Erica Wright launches her novel The Blue Kingfisher, the latest in the Kat Stone series, and chats with poet Jennifer Chang and illustrator Sara Lautman about working in multiple genres. Moderated by Matthew Pennock.
What happens when a master of disguise tries to be herself for once? If you’re private investigator Kat Stone, trouble seems to find you with or without your favorite wig. Kat knows she’s living on borrowed time, waiting for her violent past to catch up with her. Still, she doesn’t expect men to start falling from the sky. On a desolate morning in Fort Washington Park, Kat discovers the body of her building’s French expat maintenance man atop the Jeffrey’s Hook Lighthouse. The NYPD is quick to dismiss his death as suicide, another lost soul leaping from the bridge overhead. Kat is less than convinced, especially when she learns about his dangerous side hustle, finding jobs for immigrant members of their community. Her investigation turns up unexpected connections to Manhattan’s tony art world, not to mention a host of dark superstitions. When she goes undercover with a deep-sea fishing company, she gets a little too cozy with a colorful cast of characters and a couple of jellyfish. Will she find his killer before her past drags her under? From one of the most acclaimed new mystery writers working today comes a riveting novel of suspense that will have you guessing until the last page is turned.
Erica Wright's crime novel The Granite Moth was called "brisk, dark, slinky" by USA Today and was a 2016 Silver Falchion Award Finalist. Her debut The Red Chameleon was one of O: The Oprah Magazine's Best Books of Summer 2014. She is also the author of the poetry collections Instructions for Killing the Jackal and All the Bayou Stories End with Drowned. She is the poetry editor at Guernica Magazine. She grew up in Wartrace, TN and received her B.A. from New York University and her M.F.A. from Columbia University. Visit her online at www.ericawright.org or @eawright.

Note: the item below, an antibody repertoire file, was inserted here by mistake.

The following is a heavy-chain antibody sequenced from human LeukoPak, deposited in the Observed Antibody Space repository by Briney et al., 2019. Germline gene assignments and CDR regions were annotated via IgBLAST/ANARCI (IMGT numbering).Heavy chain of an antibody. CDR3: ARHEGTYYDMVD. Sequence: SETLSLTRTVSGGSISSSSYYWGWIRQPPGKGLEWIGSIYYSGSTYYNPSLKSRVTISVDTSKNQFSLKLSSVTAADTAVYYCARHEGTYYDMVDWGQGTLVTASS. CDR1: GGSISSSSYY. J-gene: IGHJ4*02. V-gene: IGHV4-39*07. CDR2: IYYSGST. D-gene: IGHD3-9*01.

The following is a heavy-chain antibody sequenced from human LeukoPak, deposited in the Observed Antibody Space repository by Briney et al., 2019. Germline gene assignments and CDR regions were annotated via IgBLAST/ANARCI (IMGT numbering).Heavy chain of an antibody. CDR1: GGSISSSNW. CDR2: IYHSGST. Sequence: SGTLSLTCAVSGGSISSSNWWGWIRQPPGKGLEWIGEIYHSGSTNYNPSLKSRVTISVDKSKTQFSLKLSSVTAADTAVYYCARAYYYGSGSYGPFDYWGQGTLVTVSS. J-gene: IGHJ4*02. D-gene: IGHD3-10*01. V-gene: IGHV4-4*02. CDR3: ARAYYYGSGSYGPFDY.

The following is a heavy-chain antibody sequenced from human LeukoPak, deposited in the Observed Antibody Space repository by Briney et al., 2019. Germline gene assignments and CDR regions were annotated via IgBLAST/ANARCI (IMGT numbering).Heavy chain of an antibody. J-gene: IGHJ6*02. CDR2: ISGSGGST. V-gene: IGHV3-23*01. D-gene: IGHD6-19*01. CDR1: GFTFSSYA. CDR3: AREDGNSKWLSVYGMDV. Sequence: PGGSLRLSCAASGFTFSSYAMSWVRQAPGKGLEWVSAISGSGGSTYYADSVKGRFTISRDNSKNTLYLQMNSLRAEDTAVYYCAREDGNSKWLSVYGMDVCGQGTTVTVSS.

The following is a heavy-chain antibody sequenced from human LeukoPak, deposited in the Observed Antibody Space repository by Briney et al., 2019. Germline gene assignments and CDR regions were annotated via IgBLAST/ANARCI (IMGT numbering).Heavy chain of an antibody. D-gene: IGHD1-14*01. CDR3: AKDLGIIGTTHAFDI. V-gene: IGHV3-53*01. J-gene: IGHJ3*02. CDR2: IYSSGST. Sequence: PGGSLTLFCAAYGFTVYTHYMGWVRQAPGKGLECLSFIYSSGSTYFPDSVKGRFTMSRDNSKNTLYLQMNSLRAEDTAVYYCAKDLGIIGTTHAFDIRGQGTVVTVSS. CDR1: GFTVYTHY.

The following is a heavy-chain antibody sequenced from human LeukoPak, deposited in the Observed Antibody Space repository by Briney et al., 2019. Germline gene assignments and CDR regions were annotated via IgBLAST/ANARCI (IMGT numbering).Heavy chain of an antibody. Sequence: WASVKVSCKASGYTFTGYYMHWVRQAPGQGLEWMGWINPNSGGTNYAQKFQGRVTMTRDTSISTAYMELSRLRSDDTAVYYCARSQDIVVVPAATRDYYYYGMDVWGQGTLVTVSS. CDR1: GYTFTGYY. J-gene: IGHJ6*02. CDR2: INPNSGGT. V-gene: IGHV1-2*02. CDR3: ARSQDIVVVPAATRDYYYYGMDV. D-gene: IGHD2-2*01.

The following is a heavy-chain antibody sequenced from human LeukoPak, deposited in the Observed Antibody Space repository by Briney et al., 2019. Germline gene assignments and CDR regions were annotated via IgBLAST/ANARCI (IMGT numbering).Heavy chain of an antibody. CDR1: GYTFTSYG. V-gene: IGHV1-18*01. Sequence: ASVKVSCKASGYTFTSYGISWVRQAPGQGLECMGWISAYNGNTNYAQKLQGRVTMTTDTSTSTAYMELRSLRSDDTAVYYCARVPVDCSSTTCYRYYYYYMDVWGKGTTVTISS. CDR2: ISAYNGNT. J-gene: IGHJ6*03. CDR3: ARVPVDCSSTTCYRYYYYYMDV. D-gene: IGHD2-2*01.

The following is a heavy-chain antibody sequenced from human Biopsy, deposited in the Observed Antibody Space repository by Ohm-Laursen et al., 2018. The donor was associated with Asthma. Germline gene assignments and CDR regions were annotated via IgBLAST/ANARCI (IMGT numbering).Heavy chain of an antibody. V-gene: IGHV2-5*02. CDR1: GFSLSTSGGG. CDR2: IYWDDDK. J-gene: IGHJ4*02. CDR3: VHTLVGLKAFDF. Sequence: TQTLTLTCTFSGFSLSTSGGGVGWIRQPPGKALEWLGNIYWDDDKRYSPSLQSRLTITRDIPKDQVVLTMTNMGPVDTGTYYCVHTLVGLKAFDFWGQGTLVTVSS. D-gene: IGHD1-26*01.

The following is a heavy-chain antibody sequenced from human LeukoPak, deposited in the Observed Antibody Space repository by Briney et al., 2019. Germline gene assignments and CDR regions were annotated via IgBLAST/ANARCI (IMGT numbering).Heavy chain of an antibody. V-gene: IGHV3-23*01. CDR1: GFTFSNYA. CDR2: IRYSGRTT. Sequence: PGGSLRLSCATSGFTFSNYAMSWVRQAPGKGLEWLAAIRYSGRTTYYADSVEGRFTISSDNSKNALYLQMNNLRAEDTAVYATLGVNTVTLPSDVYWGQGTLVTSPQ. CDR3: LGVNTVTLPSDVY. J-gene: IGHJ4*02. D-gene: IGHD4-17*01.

Jennifer Chang is the author of The History of Anonymity and Some Say the Lark, which was longlisted for the PEN Open Book Award and won the 2018 William Carlos Williams Award. Her poems have appeared in American Poetry Review, The New Yorker, Poetry, and A Public Space, and she has work forthcoming in New Literary History and The New York Times. She co-chairs the advisory board of Kundiman and teaches English and creative writing at George Washington University in Washington, D. C.
Sara Lautman is a cartoonist and illustrator in Baltimore. A new collection, I Love You, will be published by Retrofit/Big Planet Comics in 2018. She is a regular contributor to The New Yorker, among other publications, and a faculty member at the Maryland Institute College of Art.
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